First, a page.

Benefits

Even though same-sex marriage was not recognized until 2013, the government had provided same-sex partner benefits to state employees starting in 2003.

Adoption

If you want to be parents in New Mexico, the process is just as easy as it is with opposite-sex couples.  Single people and same-sex couples can adopt, and second-parent adoptions are fairly common.  IVF and sperm donor insemination is easily accessible for lesbian couples, too.

Hate Crimes

New Mexico does include sexual orientation and gender identity in its hate crimes laws.  An executive order from 1985 already prevented discrimination based on orientation in public employment, but legislation passed in 2003 extended that protection to include gender equality and to add protections for housing, credit, employment, and union memberships.  Cases filed against businesses that have discriminated against LGBT people have been successfully fought in court provided there is enough evidence.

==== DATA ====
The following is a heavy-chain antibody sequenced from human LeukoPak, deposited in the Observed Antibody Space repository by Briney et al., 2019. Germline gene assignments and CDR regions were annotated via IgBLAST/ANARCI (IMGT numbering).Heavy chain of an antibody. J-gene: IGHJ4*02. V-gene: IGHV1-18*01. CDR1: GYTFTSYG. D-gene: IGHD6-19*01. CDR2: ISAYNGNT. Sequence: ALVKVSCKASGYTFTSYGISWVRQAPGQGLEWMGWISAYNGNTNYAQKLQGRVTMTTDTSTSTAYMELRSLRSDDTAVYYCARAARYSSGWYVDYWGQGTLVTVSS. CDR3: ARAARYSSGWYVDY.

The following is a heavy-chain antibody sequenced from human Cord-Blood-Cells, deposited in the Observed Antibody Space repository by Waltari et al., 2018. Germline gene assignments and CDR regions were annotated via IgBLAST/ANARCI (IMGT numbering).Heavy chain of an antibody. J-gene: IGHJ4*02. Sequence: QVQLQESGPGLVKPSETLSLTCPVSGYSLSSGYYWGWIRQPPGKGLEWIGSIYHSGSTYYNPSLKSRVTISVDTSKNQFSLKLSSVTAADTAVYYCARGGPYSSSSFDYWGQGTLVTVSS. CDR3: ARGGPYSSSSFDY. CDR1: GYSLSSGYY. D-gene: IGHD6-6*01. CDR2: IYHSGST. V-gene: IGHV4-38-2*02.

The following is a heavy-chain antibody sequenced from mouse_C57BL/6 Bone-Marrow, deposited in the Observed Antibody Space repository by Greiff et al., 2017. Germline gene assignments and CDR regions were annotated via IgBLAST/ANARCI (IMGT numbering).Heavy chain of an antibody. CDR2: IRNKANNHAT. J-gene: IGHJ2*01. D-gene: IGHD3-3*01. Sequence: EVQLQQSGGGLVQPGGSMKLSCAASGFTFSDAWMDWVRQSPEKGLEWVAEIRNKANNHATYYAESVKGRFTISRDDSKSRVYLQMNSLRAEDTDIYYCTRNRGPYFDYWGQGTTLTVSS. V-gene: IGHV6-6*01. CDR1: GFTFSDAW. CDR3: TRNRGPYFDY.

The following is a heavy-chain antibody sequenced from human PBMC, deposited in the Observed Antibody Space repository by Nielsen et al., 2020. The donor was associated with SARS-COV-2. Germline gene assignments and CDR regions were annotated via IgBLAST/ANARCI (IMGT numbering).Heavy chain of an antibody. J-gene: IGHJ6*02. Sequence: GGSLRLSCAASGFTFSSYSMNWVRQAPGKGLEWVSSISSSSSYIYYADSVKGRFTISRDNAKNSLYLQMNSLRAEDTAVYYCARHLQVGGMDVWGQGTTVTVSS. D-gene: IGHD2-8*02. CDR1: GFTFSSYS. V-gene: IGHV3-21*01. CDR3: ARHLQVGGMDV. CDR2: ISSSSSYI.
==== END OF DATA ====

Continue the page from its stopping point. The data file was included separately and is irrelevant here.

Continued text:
Overall, New Mexico is a fairly welcoming place for LGBT people, especially if you’re moving to one of the larger cities.  In addition to Santa Fe and Albuquerque, Taos is another good option.  Most people would say to avoid the southern part of the state, however, because it does tend to be more conservative.

Signs your Realtor is LGBT-Friendly

Posted on September 18, 2015 in Buying a Home